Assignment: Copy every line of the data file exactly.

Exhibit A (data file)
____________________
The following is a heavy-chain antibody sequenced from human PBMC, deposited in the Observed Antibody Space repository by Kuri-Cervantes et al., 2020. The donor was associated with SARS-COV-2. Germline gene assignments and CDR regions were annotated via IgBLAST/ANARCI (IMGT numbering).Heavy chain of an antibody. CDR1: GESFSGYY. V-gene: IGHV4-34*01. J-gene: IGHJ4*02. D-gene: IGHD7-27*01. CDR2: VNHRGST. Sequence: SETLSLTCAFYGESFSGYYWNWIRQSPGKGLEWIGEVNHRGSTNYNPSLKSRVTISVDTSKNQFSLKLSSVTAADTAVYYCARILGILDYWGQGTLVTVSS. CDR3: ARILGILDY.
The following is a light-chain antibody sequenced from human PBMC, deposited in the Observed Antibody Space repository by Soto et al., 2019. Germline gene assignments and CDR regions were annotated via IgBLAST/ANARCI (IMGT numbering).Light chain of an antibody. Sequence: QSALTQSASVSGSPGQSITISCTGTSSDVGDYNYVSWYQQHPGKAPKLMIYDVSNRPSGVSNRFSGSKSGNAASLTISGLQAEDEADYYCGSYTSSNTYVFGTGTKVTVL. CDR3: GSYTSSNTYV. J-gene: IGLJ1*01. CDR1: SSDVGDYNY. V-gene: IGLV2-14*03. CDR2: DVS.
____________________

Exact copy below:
The following is a heavy-chain antibody sequenced from human PBMC, deposited in the Observed Antibody Space repository by Kuri-Cervantes et al., 2020. The donor was associated with SARS-COV-2. Germline gene assignments and CDR regions were annotated via IgBLAST/ANARCI (IMGT numbering).Heavy chain of an antibody. CDR1: GESFSGYY. V-gene: IGHV4-34*01. J-gene: IGHJ4*02. D-gene: IGHD7-27*01. CDR2: VNHRGST. Sequence: SETLSLTCAFYGESFSGYYWNWIRQSPGKGLEWIGEVNHRGSTNYNPSLKSRVTISVDTSKNQFSLKLSSVTAADTAVYYCARILGILDYWGQGTLVTVSS. CDR3: ARILGILDY.
The following is a light-chain antibody sequenced from human PBMC, deposited in the Observed Antibody Space repository by Soto et al., 2019. Germline gene assignments and CDR regions were annotated via IgBLAST/ANARCI (IMGT numbering).Light chain of an antibody. Sequence: QSALTQSASVSGSPGQSITISCTGTSSDVGDYNYVSWYQQHPGKAPKLMIYDVSNRPSGVSNRFSGSKSGNAASLTISGLQAEDEADYYCGSYTSSNTYVFGTGTKVTVL. CDR3: GSYTSSNTYV. J-gene: IGLJ1*01. CDR1: SSDVGDYNY. V-gene: IGLV2-14*03. CDR2: DVS.